UC MEXUS Grants Help Merced Professors Collaborate with Mexican Colleagues

MERCED - The University of California Institute for Mexico and the United States (UC MEXUS) provides seed funding for developing research and teaching collaborations between institutions in Mexico and the United States. Two UC Merced faculty members have found an unexpected angle to bring these funds to contribute to their work: Mónica Medina and Rudy M. Ortiz have received MEXUS grants to help establish cooperation with Mexican research institutions in marine biology.

The collaborative grants will allow the researchers to plan for future projects and programs that will advance scientific knowledge about health and the environment and offer opportunities for UC Merced students to study marine biology in Mexico.

"We are very excited about the opportunities that the UC MEXUS program will provide for UC Merced students and faculty," said Dean Maria Pallavicini of the UC Merced School of Natural Sciences. "The successful applications of Professors Ortiz and Medina reflect their scholarship and vision to bring this to UC Merced."

Ortiz's grant will allow visits and meetings between UC Merced and the Centro de Investigaciones Biológicas del Noroeste (CIBNOR) in La Paz, Baja California del Sur. He plans to collaborate with faculty members there to study oxidative stress - a component of diabetes, obesity and high blood pressure -- in marine animals. Better understanding of how oxidative stress works in different environments may someday lead to health advances for humans.

Ortiz and Medina will also use this grant money to work with their Mexican counterparts to explore the potential for team-taught field courses for UC Merced students at CIBNOR. "It will be a unique opportunity for students to have a four to six-week course in which they will actually spend a majority of the time in the water examining marine environments in all their splendor," said Ortiz. Part of Medina's grant will also be used to plan this course.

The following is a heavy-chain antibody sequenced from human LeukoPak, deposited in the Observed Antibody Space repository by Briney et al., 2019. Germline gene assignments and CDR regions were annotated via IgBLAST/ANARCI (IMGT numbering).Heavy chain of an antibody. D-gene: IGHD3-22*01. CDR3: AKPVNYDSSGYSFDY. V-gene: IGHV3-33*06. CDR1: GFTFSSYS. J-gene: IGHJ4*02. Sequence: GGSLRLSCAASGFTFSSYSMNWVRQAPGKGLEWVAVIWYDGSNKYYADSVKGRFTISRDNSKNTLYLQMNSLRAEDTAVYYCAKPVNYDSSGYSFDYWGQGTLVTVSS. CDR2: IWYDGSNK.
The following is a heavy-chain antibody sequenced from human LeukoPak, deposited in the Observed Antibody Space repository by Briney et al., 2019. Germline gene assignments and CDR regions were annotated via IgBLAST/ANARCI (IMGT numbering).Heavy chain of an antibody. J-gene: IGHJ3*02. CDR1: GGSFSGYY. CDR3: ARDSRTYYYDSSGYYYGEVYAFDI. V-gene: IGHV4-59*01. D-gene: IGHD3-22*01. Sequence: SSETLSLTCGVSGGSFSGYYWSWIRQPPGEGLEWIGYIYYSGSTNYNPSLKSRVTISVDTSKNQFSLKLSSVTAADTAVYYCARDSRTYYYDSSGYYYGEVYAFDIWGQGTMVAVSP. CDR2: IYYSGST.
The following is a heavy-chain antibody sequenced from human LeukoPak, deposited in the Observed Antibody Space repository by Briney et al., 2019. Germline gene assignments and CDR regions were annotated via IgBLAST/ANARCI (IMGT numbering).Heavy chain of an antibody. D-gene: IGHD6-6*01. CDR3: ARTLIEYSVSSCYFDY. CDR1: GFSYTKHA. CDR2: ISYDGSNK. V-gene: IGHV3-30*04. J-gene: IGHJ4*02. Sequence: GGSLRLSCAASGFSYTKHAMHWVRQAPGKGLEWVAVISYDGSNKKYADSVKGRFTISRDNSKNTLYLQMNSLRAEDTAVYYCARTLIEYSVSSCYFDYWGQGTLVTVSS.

Medina's UC MEXUS grant will also help establish research collaborations with colleagues at the Universidad Nacional Autonóma de Mexico (UNAM) in Puerto Morelos, Yucatán and at the Universidad de Baja California Sur. These collaborations will allow a larger-scale genomic analysis of the health of sea coral and algae populations, Medina's area of specialty.

"The laboratory in Puerto Morelos is an ideal place into which I can expand my field research," Medina said. "And Cabo Pulmo, in the vicinity of La Paz, is one of the largest reefs in the Eastern Pacific."

The two UC Merced professors plan to visit their Mexican colleagues in January 2006 to make more concrete plans for these research and teaching projects, with reciprocal visits to Merced to follow.

UC MEXUS promotes education, research, public service, and other scholarly activities in Mexican studies, United States-Mexico relations, Latino studies and other critical related issues. The institute also promotes collaboration between Mexican and United States scientists in all disciplines. Within this broad definition, UC MEXUS seeks to identify, encourage, secure financial support for, and publicize programs which promise to contribute substantially to scholarship, to enhance University instruction—particularly in graduate and professional areas—to improve binational understanding, and to make positive contributions to society in both Mexico and the United States. The institute has been located at the UC Riverside campus since 1984.





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